My Kingdom For A Soft Sole

Forget being stylish — now footwear is all about comfort

By Jeff Salter

Topic: Have your footwear choices changed as your life, or lifestyle, has changed?

Interesting topic. And the operative term is CHOICES — meaning preferences, as opposed to PRACTICES. I’ll explain. For years my mom dictated the type shoes I’d wear: leather lace-ups for church… tennis shoes for school and play. I never got the leather shoes I wanted and rarely got the Keds sneakers I wanted. Plus, mom would never buy me loafers (which I wanted) because she always bought my shoes at least a full size too large, so I’d “grow into them.” And she never agreed to the cowboy boots I wanted, except for one brief year in the mid-1950s when she bought me some gaudy red and white boots.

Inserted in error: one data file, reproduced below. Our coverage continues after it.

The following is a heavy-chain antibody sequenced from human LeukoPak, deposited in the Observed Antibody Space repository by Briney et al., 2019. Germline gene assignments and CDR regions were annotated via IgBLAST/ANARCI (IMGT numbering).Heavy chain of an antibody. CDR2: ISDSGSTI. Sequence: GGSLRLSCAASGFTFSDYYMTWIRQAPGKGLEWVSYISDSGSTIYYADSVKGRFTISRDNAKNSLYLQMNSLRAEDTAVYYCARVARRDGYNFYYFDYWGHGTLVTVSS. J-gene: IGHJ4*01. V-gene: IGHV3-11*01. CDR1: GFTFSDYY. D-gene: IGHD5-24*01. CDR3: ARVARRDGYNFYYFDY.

Unlike many of you readers, I didn’t go barefoot much… after we moved to Covington LA in the middle 1950s. Our yard had several irregular patches of “stickers” which would dissuade anyone from venturing into that territory without adequate footwear.

Similar to what I wore in late high school & early college… but without the PENNY.

Which leads me to the type footwear I DESIRED… and finally bought with my own money when I had a paying job in late high school years. That’s when I finally got my loafers… and (in direct defiance of the school principal) I wore them withOUT socks! “Oh, the horror!”